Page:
Methamphetamine-induced internal carotid artery vasospasm: A rapidly fatal stroke
Correspondence Address: Source of Support: None, Conflict of Interest: None DOI: 10.4103/0028-3886.232337
Source of Support: None, Conflict of Interest: None
Amphetamine has been known to cause vascular events including stroke. Methamphetamine, the most common illicitly abused type of amphetamine, is a potent sympathomimetic drug that can result in stroke with heterogeneous clinical presentations. Different pathophysiological mechanisms such as accelerated atherosclerosis, cerebral vasculitis, and cerebral vasospasm have been suggested; however, the mechanism of stroke remains unclear in a significant fraction of cases.
A 33-year old young man presented with sudden onset of reduced consciousness and right-sided body weakness for 5 h. There was no fever or witnessed seizure. On further questioning, his friend revealed that he was inhaling methamphetamine just before the onset of the symptoms. This was his first time that he had used methamphetamine and there was no previous history of illicit drug abuse. There was no significant medical history of note. He did not smoke or consume alcohol. On examination, his Glasgow Coma Scale was E3V1M4 (8/15). The blood pressure was 120/70 mmHg, heart rate was 80 beats/minute, and he was afebrile. There were global aphasia, right hemianopia, right-sided neglect, and right-sided hemiplegia. Deep tendon reflexes of the right sided limbs were brisk, and there was presence of right ankle clonus. The initial National Institutes of Health Stroke Scale (NIHSS) score was 30.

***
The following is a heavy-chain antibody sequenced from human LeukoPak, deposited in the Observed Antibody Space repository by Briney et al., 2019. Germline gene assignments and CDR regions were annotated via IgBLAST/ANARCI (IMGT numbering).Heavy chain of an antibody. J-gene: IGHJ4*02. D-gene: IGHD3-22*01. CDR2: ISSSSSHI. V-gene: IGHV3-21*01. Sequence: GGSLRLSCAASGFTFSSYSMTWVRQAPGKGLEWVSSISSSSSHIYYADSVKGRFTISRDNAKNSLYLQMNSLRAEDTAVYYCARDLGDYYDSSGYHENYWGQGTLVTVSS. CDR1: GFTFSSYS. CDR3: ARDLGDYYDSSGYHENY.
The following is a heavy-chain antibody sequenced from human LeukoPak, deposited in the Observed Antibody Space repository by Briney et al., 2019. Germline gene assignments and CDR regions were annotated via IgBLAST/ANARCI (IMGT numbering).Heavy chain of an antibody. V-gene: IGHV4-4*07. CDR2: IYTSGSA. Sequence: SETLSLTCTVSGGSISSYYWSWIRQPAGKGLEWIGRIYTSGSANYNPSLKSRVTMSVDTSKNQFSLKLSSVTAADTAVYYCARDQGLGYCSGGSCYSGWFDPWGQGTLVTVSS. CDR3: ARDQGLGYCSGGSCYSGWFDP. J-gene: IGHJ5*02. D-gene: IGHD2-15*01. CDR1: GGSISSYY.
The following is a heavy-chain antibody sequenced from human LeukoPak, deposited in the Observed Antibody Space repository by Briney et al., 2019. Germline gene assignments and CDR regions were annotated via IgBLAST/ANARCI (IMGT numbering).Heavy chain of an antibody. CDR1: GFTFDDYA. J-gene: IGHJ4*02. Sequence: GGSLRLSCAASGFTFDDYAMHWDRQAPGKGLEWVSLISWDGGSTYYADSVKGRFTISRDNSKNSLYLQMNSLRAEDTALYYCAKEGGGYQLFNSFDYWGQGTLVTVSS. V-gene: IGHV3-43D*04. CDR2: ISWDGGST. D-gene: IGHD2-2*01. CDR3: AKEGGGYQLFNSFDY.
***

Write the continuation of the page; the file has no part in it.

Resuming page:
Blood investigations revealed a hemoglobin level of 11.9 g/dL, a total white blood cell count of 10.6 × 109/L, and a platelet count of 450 × 109/L. Renal and liver panels, coagulation profile, and infective screening for hepatitis B, hepatitis C, and retrovirus were normal. Urine toxicology screen was positive for methamphetamine but negative for cocaine and opiates. Electrocardiography revealed a sinus rhythm, with a heart rate of 80 beats/minute. Non-contrast computed tomography (CT) of the brain showed hypodensities in the left anterior circulation involving the whole anterior and middle cerebral artery territories [Figure 1]a. He was not thrombolysed and was started on oral aspirin 100 mg daily.
Reassessment on the next day showed non-reactive pupils and absence of brain stem reflexes. A repeat CT scan of the brain done at 24 h of admission showed an established infarction with cerebral edema and obstructive hydrocephalus [Figure 1]b. Unfortunately, the patient expired shortly after this imaging.
Amphetamine is the parent compound of its own structural class, which includes a wide range of psychoactive derivatives, such as 3,4-methylenedioxymethamphetamine (MDMA; ecstasy) and methamphetamine. Methamphetamine can be abused in oral, inhaled, smoked, or intravenous form, and it is often referred to as “ice,” “speed,” “crystal,” or “crank.” It causes an increase in the synapse of monoamine neurotransmitters including dopamine, serotonin, and noradrenaline resulting in a cascade of mechanisms. The effect of methamphetamine use is largely mediated through the dopaminergic system. Cerebrovascular complications, especially the occurrence of stroke, have been the leading causes of morbidity and mortality. An earlier study has shown that amphetamine abuse was associated with hemorrhagic stroke but not with ischemic stroke. In another retrospective study, methamphetamine use was associated with ischemic stroke, intracerebral hemorrhage, and subarachnoid hemorrhage. The majority of strokes were located in the anterior circulation.